Set the scene, a murder happens backstage at a hair competition. Even if you’ve never been to one of these competitions, you understand the premise. Professionals in their field are creating the most avant-garde hairstyles and the most impressive (or ridiculous) will win. But before it even happens, one of the artists is murdered – and now everyone is convinced everyone else is a murderer and the competition isn’t going to happen. Medusa Deluxe is just that, a murder mystery wrapped inside a hair competition – but unfortunately, the most interesting part of the movie is the hairstyles.
The concept had promise, but instead, you’re greeted with a predictable story, a murderer given away too early, and stereotypes about both members of the LGBTQ community and the Black community. Did the movie need to focus so heavily on an angry yelling Black woman to point the finger at her, or heavily imply that members of the LGBTQ community cannot stay faithful and will instantly give up their lifestyle to appease their family? While they may seem like small parts of the story, the movie uses them heavily to try to misdirect the audience but instead banks hard on the stereotypes. Even if the movie had a story that hooked you, these plot points are painful to get through.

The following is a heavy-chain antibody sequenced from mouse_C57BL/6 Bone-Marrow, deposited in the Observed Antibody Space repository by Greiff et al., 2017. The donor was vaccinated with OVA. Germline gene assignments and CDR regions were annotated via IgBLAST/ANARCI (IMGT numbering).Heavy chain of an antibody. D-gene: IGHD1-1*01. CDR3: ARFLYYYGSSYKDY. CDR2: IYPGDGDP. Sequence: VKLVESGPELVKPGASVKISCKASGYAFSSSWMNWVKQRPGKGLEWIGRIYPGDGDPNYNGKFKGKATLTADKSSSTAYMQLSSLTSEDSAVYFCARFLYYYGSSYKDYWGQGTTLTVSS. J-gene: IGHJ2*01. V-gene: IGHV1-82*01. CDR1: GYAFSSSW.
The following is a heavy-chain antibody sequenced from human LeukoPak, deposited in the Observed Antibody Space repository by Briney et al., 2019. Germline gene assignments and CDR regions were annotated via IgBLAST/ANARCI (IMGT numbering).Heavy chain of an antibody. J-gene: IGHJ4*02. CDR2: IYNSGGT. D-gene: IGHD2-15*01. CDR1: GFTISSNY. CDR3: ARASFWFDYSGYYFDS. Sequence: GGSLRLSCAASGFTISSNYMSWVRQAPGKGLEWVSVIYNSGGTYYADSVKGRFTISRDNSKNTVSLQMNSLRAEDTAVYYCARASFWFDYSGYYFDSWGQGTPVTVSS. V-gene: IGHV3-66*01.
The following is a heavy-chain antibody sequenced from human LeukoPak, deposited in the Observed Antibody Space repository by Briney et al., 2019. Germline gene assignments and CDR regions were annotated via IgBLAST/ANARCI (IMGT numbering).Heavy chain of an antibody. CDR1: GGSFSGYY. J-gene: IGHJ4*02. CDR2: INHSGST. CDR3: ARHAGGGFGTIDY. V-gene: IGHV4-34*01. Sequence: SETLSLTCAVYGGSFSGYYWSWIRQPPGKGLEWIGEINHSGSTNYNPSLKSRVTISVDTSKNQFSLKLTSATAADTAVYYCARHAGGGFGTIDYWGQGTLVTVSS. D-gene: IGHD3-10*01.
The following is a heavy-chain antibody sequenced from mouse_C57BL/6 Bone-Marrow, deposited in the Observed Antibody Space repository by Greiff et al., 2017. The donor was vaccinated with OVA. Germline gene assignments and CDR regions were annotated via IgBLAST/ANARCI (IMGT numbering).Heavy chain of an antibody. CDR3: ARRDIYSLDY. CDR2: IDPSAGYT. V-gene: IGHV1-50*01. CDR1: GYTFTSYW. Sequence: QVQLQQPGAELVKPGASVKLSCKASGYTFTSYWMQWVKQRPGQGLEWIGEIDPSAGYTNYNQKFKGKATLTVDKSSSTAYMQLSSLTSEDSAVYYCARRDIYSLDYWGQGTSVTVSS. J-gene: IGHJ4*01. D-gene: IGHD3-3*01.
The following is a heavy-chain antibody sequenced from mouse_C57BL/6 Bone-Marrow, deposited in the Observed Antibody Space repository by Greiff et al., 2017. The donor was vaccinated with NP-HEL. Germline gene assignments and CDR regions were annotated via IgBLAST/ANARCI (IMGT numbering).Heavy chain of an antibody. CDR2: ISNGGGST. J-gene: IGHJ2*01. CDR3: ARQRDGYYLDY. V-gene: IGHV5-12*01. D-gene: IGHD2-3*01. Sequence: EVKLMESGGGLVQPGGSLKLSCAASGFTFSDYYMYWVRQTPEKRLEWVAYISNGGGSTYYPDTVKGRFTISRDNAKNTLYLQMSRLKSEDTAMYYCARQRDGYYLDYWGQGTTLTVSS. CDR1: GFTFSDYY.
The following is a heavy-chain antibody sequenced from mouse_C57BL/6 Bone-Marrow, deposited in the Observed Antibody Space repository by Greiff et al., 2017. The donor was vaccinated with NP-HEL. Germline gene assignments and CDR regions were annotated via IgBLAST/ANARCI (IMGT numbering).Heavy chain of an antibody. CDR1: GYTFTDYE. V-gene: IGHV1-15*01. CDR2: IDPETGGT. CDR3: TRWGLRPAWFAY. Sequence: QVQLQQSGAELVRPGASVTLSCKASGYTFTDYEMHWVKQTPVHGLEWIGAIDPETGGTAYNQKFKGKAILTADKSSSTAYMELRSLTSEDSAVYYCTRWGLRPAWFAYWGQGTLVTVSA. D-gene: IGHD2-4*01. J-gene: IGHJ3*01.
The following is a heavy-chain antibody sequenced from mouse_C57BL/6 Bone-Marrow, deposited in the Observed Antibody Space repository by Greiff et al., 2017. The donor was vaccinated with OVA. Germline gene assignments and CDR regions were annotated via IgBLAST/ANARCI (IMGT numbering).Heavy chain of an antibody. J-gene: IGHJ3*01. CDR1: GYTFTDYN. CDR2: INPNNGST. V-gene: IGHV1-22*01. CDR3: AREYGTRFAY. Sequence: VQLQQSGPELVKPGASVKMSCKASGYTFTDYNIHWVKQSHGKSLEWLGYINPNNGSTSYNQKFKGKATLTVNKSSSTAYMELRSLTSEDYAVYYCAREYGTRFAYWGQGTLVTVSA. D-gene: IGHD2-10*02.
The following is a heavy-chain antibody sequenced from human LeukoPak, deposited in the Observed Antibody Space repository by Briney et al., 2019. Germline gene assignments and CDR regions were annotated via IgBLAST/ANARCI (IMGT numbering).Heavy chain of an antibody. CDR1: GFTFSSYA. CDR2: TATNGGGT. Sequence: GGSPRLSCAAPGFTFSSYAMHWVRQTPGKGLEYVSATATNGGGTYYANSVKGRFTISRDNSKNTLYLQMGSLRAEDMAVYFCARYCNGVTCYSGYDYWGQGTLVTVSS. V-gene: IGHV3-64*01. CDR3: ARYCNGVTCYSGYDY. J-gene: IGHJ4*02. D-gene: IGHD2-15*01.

Billed as a “devilishly funny whodunit” Medusa Deluxe just isn’t that. With very few moments that will have you laughing, the movie just goes from scene to scene and gives away the murderer way too early. While we understand that British humor is often different than what Americans find funny, there has to be a shred of comedy in it for any audience to find the movie funny. While Medusa Deluxe does have some interesting imagery with the hairstyles and the competition, it doesn’t focus enough on the actual story to keep you engaged in the movie at all.
Medusa Deluxe is in theaters everywhere now.
About Medusa Deluxe:
Talented, ambitious, and backstabbing hairstylists gather for a competition in England, only to find one of their own murdered before judging can begin. Winding through neon-lit halls and backstage dressing rooms, competitors unspool long-simmering resentments and secrets as they search for the killer among them, in this devilishly funny whodunit from debut filmmaker Thomas Hardiman.